A football hero for a new generation of Somali-Americans

Reading Time: 8 minutes

For years, Hamza watched his brother, Kaafi, who is nine years older, thrive as an athlete. Born in Somalia, Adeys was a star cross-country runner for Willmar High School and helped the team win back-to-back state titles in 2006 and 2007. He is now an English-Somali interpreter.

“It made me want to be better at what I wanted to do,” Hamza said. “He always had the 100 percent mentality. You can’t settle for average. He definitely motivated me.”

Jirow had another reservation about sports, one that ran much deeper for her. She wanted a “better life” for her children in the United States — and sports didn’t represent that for her. In 1998, Jirow, Adeys and her oldest daughter, Maqsuud Adeys, fled the war-torn country of Somalia for a Kenyan refugee camp. Her husband, Ali Jirow, had come to America seven years earlier, and the family reunited that year after they received asylum in the United States. Jirow and Ali Jirow eventually had three more children, including Hamza in 2001, but have since divorced.

“The biggest problem [in Somalia] was the violence,” Jirow said. “You didn’t know if you were going to live or die. I had family members who were killed during the civil war.”

Over 20 years, the war displaced up to 1.5 million people.

Somali-American Muslims worship during the fourth prayer of the day, The Maghrib prayer, at the town mosque. Most Somalis are Sunni Muslim. It is obligatory for Muslims to pray five times a day at specific times that depend on the location of the sun.

The greater Minneapolis area has approximately 80,000 people of Somali heritage. Most live in Minnesota’s 5th congressional district, which elected Ilhan Omar — the first Somali-American Muslim woman in Congress — with more than 78 percent of the vote in November. Omar also came to this country as a refugee from Kenya. Over the past two decades, about 2,000 Somalis have found asylum in Willmar, population 19,628, making up about 10 percent of the total population. Most moved to the quiet Midwestern town to find a decent-paying job at the Jennie-O processing plant, the second largest turkey distributor in the country.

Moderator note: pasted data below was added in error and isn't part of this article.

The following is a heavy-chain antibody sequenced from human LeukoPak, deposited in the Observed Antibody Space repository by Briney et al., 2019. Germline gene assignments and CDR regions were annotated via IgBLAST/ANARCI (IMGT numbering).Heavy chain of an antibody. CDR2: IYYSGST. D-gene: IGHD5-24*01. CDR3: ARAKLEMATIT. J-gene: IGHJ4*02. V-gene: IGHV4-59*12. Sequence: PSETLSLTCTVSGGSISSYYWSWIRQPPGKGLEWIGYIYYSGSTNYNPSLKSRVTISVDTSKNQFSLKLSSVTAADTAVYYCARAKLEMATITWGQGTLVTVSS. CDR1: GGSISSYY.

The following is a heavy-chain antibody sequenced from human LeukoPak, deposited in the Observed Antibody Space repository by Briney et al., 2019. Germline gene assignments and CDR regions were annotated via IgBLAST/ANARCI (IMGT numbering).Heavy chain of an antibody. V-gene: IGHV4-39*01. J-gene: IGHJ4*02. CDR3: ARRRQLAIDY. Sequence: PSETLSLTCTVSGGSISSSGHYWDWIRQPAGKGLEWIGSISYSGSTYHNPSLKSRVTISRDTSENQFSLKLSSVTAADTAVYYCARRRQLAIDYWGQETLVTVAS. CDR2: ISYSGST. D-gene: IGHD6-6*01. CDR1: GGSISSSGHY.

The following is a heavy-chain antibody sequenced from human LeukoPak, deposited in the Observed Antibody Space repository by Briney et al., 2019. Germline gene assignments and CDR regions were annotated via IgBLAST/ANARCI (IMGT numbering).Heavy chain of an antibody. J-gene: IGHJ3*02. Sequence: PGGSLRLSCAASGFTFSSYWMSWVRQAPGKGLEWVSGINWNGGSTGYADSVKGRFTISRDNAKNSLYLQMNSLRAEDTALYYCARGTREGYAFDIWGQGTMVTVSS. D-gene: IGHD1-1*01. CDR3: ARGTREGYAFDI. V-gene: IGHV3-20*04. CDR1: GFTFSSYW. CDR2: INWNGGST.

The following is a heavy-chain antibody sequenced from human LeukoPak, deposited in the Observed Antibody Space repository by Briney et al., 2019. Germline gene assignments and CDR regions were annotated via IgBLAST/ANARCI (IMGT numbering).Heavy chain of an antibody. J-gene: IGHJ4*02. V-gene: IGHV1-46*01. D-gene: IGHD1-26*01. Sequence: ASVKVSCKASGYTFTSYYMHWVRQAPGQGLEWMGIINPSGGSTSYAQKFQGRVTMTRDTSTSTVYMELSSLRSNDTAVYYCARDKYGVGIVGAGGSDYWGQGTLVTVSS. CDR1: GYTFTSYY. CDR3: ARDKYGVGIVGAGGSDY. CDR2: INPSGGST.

The company employs close to 7,000 people and about one-third are of Somali descent. Many were refugees, including Anis Iman, a 30-year-old project manager who ran cross-country with Hamza’s brother, Kaafi. Iman’s father was murdered in Somalia by warlords looking to seize his farm in 1990. Iman was only 4 years old and doesn’t remember his father. He also doesn’t remember when his mother fled with his five siblings and him for a refugee camp in Kenya. The family traveled about 1,000 miles in the equatorial heat of northeast Africa and moved mostly by foot under the threat of malaria, hunger and violence. They reached the Kenyan refugee camp, but not before his sisters, an infant and a 2-year-old, died of starvation.

“A lot of people ask me how I got to where I am today,” said Iman, the father of three. “That [experience as a child] has prepared me for this. I think anything can be overcome. There is nothing that can fluster me.”

Iman’s family gained asylum in Willmar after 12 years of living on one meal a day in the refugee camp. When Iman enrolled in Willmar High School, he didn’t have a formal education. He learned English within a year, graduated from high school and began managing 60 employees at Jennie-O by the time he was 22 years old.

“Working hard. That’s the No. 1 thing,” Iman said. “If people see you working hard and you’re putting 100 percent effort into your job, people are going to give you opportunities. People are going to welcome you.”

Spending all those times and days together: summer camps, weightlifting, just in the season. They were more than friends,” Hamza Mohamed (center) says of his teammates. “They’re like family. So I just told them that I appreciate them. They accepted me.”

While Hamza did not endure the same hardships as Iman, he has found that working hard has made a difference for him, too, especially on the football field. Willmar head coach Jon Konold noticed Hamza’s work ethic right away.

“We have three linebacker spots and there were six guys [competing for the positions] — they’re all varsity-type kids. So he was a little unsure of his role. He had to work at it,” Konold said. “He’s a different person from Week 1 to now. You can hear him at practice just being vocal with the guys, making sure they’re communicating their calls, making sure guys are lined up in the right spot, asking questions to the [defensive] coach.”

At 5-foot-9 and 175 pounds, Hamza is notably smaller than most of his teammates, but he is relentless in his on-field attack, using his hands to shed blocks and deciphering offenses on the fly to get himself in position for one-on-one tackles. He is generally a calm kid who gets along with his teammates and coaches, but he has an edge that works to his advantage.